Our recent exploration of sustainability initiatives in the fast fashion industry raised one big question: faced with increasing consumer demands, how can brands make big changes without compromising their identity? For the fast fashion space, this is a tricky proposition – after all, their identity is built on providing clothing that is trendy and disposable. When consumers decide they want to support sustainable brands, how can the giants of fast fashion (or any industry) make those necessary shifts?
Incremental change is the safest approach, but when consumers are clamoring for something new, they expect brands to act quickly. The issue of sustainability is particularly time-sensitive, as reports continually surface about the environmental damage caused by industries including fashion. The change process isn’t easy, but consumers are ready to reward the brands that take the lead. Continue Reading
Research shows that consumers, especially younger buyers, favor brands that have a track record of sustainability. As a result, leaders in many industries are moving in a more environmentally and socially conscious direction. However, sustainability is a complex goal.
Depending on your business, sustainability initiatives can encompass everything from updating facilities to be greener, examining ingredients used in manufacturing and analyzing supply chain practices to considering how products are packaged and shipped. True sustainability usually requires major structural change.
The recent crisis for Boeing (resulting from the 737 Max accidents) has prompted a flurry of think pieces analyzing Boeing’s response, and what sets apart the businesses and brands that manage to retain consumer trust and loyalty in the face a major crisis.
What is the ideal playbook for a response to a crisis of this magnitude? I’d argue Johnson & Johnson established the gold standard all the way back in 1982 when seven people in the Chicago area died after taking cyanide-laced capsules of Extra-Strength Tylenol. Continue Reading
Millennials require transparency. A generation that came of age with information at their fingertips, they are reshaping the way brands communicate their values, their product’s benefits, and even their supply chains. From food to politics, healthcare, and employment, millennials’ “Self, Society, and Planet” ethos drives them to understand how their purchasing decisions impact themselves, their communities, and the environment.
This requires brands to communicate in new ways. Either they embrace transparency and authenticity and retain control of their narrative, or they drive consumers to third-party sources of information that may or may not present them in a positive light. Either they communicate directly with consumers on social media or they are talked about without a seat at the table.
These brands have responded proactively to millennial consumers’ desire for transparency and created success as a result: Continue Reading
The millennial generation’s “self, society, and planet” ethos has had a big impact on branding and marketing practices. Their primary concern is transparency. As consumers, they want to understand how products are made, where they are sourced, and how they impact the communities that create and consume them. Brands who embrace transparency are able to build trust, convey authenticity, and gain the loyalty of this major demographic. Continue Reading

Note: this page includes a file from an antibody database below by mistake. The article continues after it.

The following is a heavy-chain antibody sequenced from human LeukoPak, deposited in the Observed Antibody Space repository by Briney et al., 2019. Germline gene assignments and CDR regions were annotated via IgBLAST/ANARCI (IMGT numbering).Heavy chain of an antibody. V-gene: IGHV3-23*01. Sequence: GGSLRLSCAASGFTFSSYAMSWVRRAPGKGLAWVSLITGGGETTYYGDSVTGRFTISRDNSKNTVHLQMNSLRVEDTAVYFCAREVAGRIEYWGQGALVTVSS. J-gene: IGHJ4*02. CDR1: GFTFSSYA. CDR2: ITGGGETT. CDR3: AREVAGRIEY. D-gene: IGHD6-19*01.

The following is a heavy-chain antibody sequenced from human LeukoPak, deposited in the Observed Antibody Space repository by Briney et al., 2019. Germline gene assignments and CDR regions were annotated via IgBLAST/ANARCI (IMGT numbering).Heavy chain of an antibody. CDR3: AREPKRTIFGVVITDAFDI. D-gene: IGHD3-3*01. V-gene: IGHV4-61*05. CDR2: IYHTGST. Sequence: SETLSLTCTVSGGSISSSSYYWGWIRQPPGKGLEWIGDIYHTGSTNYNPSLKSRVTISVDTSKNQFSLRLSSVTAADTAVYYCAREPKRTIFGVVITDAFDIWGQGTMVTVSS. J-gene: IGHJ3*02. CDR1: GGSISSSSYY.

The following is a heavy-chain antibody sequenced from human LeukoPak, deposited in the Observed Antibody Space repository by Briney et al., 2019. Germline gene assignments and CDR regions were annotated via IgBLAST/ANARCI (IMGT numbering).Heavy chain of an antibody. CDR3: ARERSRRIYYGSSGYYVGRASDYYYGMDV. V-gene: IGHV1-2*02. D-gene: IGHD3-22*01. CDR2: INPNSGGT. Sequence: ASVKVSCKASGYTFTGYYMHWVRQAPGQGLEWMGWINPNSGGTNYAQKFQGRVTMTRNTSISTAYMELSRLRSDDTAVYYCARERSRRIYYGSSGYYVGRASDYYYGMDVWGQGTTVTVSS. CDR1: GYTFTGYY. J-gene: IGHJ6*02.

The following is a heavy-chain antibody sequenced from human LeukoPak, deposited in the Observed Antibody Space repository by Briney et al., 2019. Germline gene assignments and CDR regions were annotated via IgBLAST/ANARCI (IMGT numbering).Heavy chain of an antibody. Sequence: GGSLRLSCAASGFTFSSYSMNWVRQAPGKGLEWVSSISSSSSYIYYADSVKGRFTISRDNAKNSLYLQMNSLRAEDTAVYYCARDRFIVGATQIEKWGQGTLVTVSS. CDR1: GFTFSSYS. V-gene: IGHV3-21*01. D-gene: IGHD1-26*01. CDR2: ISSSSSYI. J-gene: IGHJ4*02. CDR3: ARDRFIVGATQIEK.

Richard Edelman, a leading expert in public relations and marketing, recently gave a speech at the University of Notre Dame addressing the crisis in consumer trust. His firm, Edelman, is a long-standing chronicler of consumer trust in institutions including business and government (we’ve covered past Edelman Trust Barometer results on our blog). In 2017, their global survey found that “trust is in crisis around the world” with trust in media and government reaching record lows since before the Great Recession of 2008.
The results for 2018 offer little hope for rebounding from the previous year. The most recent Trust Barometer “reveals a world of seemingly stagnant distrust” as “people’s trust in business, government, NGOs and media remained largely unchanged from 2017.” What the survey does offer, alongside Edelman’s recent remarks, is a potential way forward for those companies seeking to re-earn and re-establish the goodwill of their consumer base. Continue Reading
The concept of hermeneutics – introduced to me by the remarkably intelligent Rodger Nishioka – is that we all have various “lenses” through which we interpret the world around us. These may be immutable characteristics such as age and race, or changeable ones such as level of education, location, or job status. The unique way we each process information is related to the combination of lenses through which we receive it.
We recently explored the potential behind a hermeneutics-inspired approach to consumer segmentation in marketing and advertising. These lenses of interpretation are a kind of inverse of the typical approach to consumer segmentation – separating people into various demographic groups (from the outside in) and targeting them with messages that are calculated to resonate. The hermeneutic approach suggests an internal lens, allowing us to attempt to see through a consumer’s eyes by understanding the factors that influence their perception.
How might this concept help us create brands that attract a wide audience and inspire ongoing relationships? Continue Reading